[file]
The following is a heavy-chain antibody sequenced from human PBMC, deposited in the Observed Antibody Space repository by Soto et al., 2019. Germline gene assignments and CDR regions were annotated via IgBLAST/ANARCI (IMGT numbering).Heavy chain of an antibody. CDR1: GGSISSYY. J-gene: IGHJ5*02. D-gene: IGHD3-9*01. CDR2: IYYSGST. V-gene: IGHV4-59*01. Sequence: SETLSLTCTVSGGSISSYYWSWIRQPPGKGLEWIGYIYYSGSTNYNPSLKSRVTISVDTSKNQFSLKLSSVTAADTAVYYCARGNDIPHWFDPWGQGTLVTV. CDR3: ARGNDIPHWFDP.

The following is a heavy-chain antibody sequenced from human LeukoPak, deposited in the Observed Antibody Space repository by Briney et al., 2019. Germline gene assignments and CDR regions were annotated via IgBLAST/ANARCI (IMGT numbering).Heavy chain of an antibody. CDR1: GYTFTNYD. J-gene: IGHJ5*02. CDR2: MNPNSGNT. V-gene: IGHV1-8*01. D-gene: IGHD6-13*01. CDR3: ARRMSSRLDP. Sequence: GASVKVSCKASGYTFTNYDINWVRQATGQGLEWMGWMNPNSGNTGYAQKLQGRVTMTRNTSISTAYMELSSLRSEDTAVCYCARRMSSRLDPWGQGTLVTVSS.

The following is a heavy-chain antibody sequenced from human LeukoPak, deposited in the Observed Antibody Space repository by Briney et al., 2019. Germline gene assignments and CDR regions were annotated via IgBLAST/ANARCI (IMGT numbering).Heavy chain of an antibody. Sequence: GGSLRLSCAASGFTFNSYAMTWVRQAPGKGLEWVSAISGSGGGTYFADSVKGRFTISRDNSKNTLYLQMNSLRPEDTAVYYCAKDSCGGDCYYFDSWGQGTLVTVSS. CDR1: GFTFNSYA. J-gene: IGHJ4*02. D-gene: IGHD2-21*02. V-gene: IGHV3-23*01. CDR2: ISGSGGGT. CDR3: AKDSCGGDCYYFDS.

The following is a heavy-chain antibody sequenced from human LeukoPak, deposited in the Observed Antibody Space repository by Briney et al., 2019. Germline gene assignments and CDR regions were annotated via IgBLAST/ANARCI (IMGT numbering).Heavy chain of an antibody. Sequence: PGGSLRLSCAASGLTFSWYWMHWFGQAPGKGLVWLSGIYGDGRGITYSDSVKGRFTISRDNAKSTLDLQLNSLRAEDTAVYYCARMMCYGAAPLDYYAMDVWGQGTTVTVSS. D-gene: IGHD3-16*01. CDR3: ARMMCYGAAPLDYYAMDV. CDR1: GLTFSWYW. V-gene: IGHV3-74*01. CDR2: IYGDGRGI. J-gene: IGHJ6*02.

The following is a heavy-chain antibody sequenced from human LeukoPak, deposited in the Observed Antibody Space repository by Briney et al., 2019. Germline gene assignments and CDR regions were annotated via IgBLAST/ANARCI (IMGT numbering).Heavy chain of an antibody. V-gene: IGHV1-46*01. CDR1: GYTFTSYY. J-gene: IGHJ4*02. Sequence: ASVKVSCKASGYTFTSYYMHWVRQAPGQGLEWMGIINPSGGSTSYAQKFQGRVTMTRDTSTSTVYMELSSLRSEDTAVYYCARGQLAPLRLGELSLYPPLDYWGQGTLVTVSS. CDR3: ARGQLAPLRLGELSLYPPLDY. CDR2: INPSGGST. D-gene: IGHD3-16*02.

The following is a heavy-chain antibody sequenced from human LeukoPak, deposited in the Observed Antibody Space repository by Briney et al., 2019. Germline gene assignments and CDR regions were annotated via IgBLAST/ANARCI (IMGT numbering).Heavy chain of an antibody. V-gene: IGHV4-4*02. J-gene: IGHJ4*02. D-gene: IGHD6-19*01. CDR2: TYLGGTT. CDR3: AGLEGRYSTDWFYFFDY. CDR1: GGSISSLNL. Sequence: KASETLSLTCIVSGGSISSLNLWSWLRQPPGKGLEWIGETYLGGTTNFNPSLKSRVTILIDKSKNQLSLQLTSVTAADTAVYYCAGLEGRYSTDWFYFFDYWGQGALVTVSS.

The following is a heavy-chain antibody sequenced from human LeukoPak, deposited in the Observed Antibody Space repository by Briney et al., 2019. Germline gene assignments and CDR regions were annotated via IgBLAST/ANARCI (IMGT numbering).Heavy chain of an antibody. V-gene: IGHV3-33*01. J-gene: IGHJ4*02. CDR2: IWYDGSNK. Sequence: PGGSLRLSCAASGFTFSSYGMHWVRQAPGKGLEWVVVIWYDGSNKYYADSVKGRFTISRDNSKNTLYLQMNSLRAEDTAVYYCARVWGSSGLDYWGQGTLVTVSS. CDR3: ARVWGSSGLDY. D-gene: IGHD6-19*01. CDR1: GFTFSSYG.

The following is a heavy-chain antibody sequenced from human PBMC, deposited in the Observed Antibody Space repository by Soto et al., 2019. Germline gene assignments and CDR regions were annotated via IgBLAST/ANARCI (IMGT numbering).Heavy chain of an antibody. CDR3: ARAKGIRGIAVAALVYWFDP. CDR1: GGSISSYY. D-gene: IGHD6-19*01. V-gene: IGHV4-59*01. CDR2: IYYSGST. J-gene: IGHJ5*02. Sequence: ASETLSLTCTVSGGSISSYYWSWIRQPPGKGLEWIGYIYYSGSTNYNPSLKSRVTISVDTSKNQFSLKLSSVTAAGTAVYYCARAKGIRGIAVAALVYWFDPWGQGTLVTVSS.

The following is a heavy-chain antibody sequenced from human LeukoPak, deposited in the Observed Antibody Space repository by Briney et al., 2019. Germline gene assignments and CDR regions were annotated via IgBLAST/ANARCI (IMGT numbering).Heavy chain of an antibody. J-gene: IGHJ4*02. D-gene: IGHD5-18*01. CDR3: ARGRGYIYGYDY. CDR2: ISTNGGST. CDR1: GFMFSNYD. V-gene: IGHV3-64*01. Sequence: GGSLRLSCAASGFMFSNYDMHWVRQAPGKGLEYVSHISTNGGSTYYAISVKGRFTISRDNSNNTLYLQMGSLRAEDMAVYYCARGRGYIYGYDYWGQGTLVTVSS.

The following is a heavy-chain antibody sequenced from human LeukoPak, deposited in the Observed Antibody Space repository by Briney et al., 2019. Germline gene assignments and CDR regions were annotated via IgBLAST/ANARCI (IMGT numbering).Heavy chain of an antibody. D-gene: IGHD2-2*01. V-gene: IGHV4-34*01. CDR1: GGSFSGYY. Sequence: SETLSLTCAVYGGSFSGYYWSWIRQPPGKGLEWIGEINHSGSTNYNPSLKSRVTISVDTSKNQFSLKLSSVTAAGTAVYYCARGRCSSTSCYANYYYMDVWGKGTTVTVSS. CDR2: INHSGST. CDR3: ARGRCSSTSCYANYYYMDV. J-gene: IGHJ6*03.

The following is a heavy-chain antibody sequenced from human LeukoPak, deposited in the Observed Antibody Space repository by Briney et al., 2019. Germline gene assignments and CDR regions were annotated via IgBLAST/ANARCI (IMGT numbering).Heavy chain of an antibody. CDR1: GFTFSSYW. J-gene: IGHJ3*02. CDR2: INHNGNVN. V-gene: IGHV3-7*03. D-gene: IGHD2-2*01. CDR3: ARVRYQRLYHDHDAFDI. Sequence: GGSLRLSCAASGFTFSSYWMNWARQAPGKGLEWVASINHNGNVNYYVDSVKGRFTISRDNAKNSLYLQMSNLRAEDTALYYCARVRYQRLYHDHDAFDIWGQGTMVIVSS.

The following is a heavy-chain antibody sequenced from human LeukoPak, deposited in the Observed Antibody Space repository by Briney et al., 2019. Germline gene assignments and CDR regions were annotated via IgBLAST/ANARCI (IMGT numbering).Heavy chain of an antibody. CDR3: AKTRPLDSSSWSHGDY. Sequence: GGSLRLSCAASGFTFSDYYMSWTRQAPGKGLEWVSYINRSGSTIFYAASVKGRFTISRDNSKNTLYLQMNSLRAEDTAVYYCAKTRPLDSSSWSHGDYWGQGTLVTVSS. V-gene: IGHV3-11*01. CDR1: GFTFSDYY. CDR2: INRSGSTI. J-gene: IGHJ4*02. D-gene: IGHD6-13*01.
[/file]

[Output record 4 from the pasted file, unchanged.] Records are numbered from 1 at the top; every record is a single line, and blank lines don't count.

The following is a heavy-chain antibody sequenced from human LeukoPak, deposited in the Observed Antibody Space repository by Briney et al., 2019. Germline gene assignments and CDR regions were annotated via IgBLAST/ANARCI (IMGT numbering).Heavy chain of an antibody. Sequence: PGGSLRLSCAASGLTFSWYWMHWFGQAPGKGLVWLSGIYGDGRGITYSDSVKGRFTISRDNAKSTLDLQLNSLRAEDTAVYYCARMMCYGAAPLDYYAMDVWGQGTTVTVSS. D-gene: IGHD3-16*01. CDR3: ARMMCYGAAPLDYYAMDV. CDR1: GLTFSWYW. V-gene: IGHV3-74*01. CDR2: IYGDGRGI. J-gene: IGHJ6*02.